You know what I’ve NEVER heard?
Someone telling me a story that starts with this:
“I led the conversation by letting the prospect know where we might not be a good fit - and where our solution doesn’t quite meet their requirements.”
And ends with:
“This really frustrated the prospect. They would have preferred we just tell them all the things we’re awesome at.”
“The prospect said, “Ugh. Listen. I have to issue an RFP, but you already gave me the answers I need to make a decision. What a waste. I really wanted to leaf through the responses and utilize my skill of unspinning the stale, BS answers.””
“The prospect was taken aback, exclaiming, “You’re not very good at this sales job, are you? We prefer salespeople that only tell us what we want to hear. You don't even know how to lie, do you?"”
“The prospect told us we lost because we didn’t lead with our mission statement, or a map of our locations, or even a NASCAR logo slide!”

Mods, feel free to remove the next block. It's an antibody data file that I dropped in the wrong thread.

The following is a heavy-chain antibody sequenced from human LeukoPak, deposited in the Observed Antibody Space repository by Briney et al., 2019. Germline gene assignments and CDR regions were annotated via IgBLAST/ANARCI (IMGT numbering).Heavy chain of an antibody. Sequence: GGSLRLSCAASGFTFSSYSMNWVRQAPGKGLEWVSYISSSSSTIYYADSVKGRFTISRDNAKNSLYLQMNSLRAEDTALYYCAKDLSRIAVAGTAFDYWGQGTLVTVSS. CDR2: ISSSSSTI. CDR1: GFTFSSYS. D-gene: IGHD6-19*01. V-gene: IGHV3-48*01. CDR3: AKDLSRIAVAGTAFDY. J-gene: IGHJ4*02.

You know what I DO hear all the time?
That story ending with:
“We won - and considerably faster - as we did the homework for the client, whereas the competitor just bashed us.”
"By addressing the 'elephant in the room' up-front, it established a relationship with the client founded on trust, and we won even though our competitor is bigger and has a broader solution."
“The client appreciated it very much, and because what I shared was important, we parted ways right away, allowing me to go work on opportunities where we are a great fit. Oh, and by the way, three months later that client came back to us.”
From a behavioral science perspective, transparency sells better than perfection. It speeds cycles, increases win rates, qualifies deals in or out quickly, and makes it really hard on your competitors.
It builds a foundation on trust.
And due to the proliferation of reviews and feedback, we’ve now have to do it anyway.